Jane Ballot

Being me in the world

Saturday 1st November

Day 26. (Or Day 4)

I seem to be going through an ‘I can’t believe it’ phase: Is this really me with the whole cancer thing?  It just all seems so unreal. Although the process has taken 8 weeks and there was a lot of waiting involved – for doctors, for results, for me to get better from the cold, it all seems, now, to have happened very quickly. And absolutely inexorably – driven by the necessity and just forging ahead. Like the roller coaster.

I also still have moments when I truly cannot believe that Mum has gone. Whenever Granny B phones from East London and one of the kids answers by saying, “Hi, Gran”, I genuinely want to ask, “Which Gran?”

So hard. So much to compute. So unreal.

It’s also like that with 55. When I go there to swim, or to do something in the house, nothing is the same. There are a number of bare rooms now. I know it’s going. I know it’ll no longer be there to just pop in and visit or to have a swim – but my mind can’t truly compute it.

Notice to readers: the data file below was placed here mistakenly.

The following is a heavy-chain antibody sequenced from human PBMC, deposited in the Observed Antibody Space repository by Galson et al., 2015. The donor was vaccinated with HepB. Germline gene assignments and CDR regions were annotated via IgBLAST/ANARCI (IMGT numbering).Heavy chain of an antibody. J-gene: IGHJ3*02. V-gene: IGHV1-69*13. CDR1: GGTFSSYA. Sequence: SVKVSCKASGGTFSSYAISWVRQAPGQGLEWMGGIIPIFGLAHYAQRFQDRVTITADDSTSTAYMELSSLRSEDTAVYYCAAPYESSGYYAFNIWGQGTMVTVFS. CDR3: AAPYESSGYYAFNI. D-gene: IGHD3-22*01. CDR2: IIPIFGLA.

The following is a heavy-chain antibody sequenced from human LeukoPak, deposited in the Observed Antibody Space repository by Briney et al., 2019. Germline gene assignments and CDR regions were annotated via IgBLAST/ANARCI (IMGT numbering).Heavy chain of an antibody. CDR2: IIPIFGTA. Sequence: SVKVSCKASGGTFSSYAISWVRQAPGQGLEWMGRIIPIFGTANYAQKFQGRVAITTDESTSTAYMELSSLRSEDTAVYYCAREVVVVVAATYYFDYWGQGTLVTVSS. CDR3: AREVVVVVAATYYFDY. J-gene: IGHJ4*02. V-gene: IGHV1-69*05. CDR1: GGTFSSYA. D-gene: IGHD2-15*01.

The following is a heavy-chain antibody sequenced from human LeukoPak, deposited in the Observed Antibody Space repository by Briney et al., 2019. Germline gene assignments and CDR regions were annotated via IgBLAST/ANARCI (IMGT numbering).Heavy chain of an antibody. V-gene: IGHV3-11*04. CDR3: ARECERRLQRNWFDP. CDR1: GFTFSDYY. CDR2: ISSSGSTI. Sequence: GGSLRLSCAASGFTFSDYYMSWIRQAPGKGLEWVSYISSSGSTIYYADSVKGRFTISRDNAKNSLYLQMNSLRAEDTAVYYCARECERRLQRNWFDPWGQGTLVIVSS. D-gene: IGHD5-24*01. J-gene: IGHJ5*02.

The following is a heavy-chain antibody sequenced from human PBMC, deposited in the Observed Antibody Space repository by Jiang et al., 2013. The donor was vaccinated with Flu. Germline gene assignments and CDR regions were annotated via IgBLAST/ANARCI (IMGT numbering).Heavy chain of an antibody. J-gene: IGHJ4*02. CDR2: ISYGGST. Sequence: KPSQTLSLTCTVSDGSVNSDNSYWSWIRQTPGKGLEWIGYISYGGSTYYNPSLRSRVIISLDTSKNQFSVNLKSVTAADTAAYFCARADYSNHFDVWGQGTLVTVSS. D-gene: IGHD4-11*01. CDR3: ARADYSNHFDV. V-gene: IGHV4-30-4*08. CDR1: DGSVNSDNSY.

In some ways I think it’s like that about chemo, too. I know it’s going to happen and I’ll have to deal with the fallout, but it’s all still non-real.

Hell, I’m having trouble really getting to grips with the fact that I – me – have had 3 operations in the last 8 weeks. I know it’s true, of course, (I literally have the scars!), but it seems to be so removed, so non-real, that I’m not quite sure what plane I’m living on 😉

I’m not sure if any of this would have been easier to live with if it had all been very concentrated and very focused in terms of time and even pain – so that there was a diagnosis, big operation, follow-up and even bed-rest. Would that sort of process make it seem more real and more containable?

This is, of course, basically a moot point, which could be debated until the cows come home: the situation is what it is and the nature of the beast is that it is a protracted process, which has moments of intensity.

Perhaps the ‘non-real’ feeling is just my way of dealing with it all. After all, chemo still has that feeling, although it is now only two days away.

I suppose we all do what we have to do and make our way through processes as they happen.

I came across a great quote from Charlie Chaplin today: “Nothing is permanent in this wicked world, not even our troubles.”

So true – and perhaps the reason that we can, eventually, make our way through anything and have the strength to face whatever is thrown our way.

As Sarah said, though, after everything that’s happened this year, Fate owes us big time!





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